(1) Less effective. This fuel efficiency plan is considered less effective than gas taxes in reducing petrol consumption. This is because, the latter affect types of cars bought & choices of driving. In short, a big SUV is expected to very fuel consuming. But if combined with distance of travelling, motorists are expected to be ‘punished twice’. Therefore, under gas taxes people have the incentive to plan their journey. However with the new plan, demand for petrol is likely to increase since cost of travelling indirectly has fallen. At the end of the day, fuel emissions will not be reduced

(2) Hidden costs. This leads us to second argument. When one travels more often, there are other non-petrol costs to be considered such as costs of maintaining the car. Cars that travel intensively will definitely be sent in to workshop more often, changing of tires etc. So the claim of cost saving throughout the lifetime of the vehicle is highly questionable

(3) Counter productive. Since the standards raise the price of new cars, it may create unintentional effect of keeping older, dirtier & less fuel efficient cars on the road longer. What about companies? Keeping old light lorries is counter supply side measure in a way that there will be lower level of investment into the economy. It may break down more often thus disrupting the timely delivery of goods

(4) Affecting other economies. US is the largest consumer of oil. As said earlier, if the plan materialise, demand for fuel will fall & this may send crude oil prices down, thus reducing the profitability of oil exporting nations. This could be very detrimental to some like Iran & Nigeria since their economies are not well diversified. Furthermore, within the short run of 7 years, it is quite difficult for them to discover an area where they may comparative advantage & start to build strength on it. Having said so, some may also argue that they could cut oil supply to maintain oil at high price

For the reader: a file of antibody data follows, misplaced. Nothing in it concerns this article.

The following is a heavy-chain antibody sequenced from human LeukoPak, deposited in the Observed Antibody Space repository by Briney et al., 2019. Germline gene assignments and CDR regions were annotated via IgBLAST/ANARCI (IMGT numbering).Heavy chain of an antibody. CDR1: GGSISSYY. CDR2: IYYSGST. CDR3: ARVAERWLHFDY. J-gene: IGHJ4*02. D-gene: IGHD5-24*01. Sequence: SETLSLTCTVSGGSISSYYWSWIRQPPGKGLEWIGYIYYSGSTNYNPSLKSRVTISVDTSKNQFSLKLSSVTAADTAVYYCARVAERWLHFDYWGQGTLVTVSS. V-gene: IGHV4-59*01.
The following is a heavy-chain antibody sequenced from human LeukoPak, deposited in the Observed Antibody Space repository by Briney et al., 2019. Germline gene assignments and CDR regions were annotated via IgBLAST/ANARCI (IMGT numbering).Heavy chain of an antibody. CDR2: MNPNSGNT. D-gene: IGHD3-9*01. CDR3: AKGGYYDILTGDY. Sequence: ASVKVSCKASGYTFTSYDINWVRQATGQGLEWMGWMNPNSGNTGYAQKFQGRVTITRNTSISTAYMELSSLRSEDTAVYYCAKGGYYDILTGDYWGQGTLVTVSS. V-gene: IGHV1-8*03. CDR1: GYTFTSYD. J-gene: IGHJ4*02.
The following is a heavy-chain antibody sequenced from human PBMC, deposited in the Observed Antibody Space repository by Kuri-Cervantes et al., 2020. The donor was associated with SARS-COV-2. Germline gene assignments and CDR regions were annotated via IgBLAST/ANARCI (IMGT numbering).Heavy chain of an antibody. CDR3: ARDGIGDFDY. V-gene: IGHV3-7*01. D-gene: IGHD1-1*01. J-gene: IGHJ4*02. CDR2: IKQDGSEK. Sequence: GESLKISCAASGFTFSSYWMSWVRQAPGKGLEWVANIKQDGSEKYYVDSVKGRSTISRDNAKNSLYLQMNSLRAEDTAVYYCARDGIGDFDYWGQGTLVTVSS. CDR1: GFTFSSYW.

(5) Falling contestability. In the next few years, the US auto industry will becoming increasingly uncontestable. In other word, the barriers of entry & exit will be very high. Theoretically, new comers will have to invest heavily on green technology & yet there is no guarantee that they will be successful in getting a foothold in US auto market. In this case, we may refer to Chinese carmaker, Chery which yet to have reputation in this area

(6) No match to foreign cars. US automakers are still at infancy stage if to compare with firms like Honda & Toyota which have long established themselves as more fuel-economy carmakers. By the time US reach 39 miles per gallon in 2016, probably the Japanese car firms would be laughing with their models that travel at 50 miles per gallon. So, how to compete?

(7) Inferior quality. One of the features that will definitely reduce amount of petrol consumption in new cars would be to produce underpowered, smaller cars & probably with lesser steel content so that it can become lighter. If this is the case, then better mileage is achieved at the expense of safety of the motorists. Also smaller trucks can be highly inefficient since it will not be able to transport much weight of goods. So it will end up with more trucks carrying similar quantity of goods